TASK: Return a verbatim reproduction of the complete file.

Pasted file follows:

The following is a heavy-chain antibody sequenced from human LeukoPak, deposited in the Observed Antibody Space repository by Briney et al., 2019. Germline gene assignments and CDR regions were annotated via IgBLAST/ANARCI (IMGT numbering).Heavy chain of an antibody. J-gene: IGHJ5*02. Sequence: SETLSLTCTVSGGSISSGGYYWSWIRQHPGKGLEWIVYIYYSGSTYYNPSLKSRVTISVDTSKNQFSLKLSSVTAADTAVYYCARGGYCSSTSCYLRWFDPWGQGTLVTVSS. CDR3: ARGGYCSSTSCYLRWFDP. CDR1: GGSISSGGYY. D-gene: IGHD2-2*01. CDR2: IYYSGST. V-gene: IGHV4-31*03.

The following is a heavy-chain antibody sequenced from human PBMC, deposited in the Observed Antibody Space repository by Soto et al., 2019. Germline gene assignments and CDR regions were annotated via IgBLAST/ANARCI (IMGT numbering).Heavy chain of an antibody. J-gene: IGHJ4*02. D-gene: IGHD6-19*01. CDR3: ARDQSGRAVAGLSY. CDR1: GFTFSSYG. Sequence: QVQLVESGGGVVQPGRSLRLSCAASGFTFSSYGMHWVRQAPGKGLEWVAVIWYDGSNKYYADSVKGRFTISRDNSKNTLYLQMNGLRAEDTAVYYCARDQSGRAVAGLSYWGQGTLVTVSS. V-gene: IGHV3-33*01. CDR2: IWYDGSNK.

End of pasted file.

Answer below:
The following is a heavy-chain antibody sequenced from human LeukoPak, deposited in the Observed Antibody Space repository by Briney et al., 2019. Germline gene assignments and CDR regions were annotated via IgBLAST/ANARCI (IMGT numbering).Heavy chain of an antibody. J-gene: IGHJ5*02. Sequence: SETLSLTCTVSGGSISSGGYYWSWIRQHPGKGLEWIVYIYYSGSTYYNPSLKSRVTISVDTSKNQFSLKLSSVTAADTAVYYCARGGYCSSTSCYLRWFDPWGQGTLVTVSS. CDR3: ARGGYCSSTSCYLRWFDP. CDR1: GGSISSGGYY. D-gene: IGHD2-2*01. CDR2: IYYSGST. V-gene: IGHV4-31*03.

The following is a heavy-chain antibody sequenced from human PBMC, deposited in the Observed Antibody Space repository by Soto et al., 2019. Germline gene assignments and CDR regions were annotated via IgBLAST/ANARCI (IMGT numbering).Heavy chain of an antibody. J-gene: IGHJ4*02. D-gene: IGHD6-19*01. CDR3: ARDQSGRAVAGLSY. CDR1: GFTFSSYG. Sequence: QVQLVESGGGVVQPGRSLRLSCAASGFTFSSYGMHWVRQAPGKGLEWVAVIWYDGSNKYYADSVKGRFTISRDNSKNTLYLQMNGLRAEDTAVYYCARDQSGRAVAGLSYWGQGTLVTVSS. V-gene: IGHV3-33*01. CDR2: IWYDGSNK.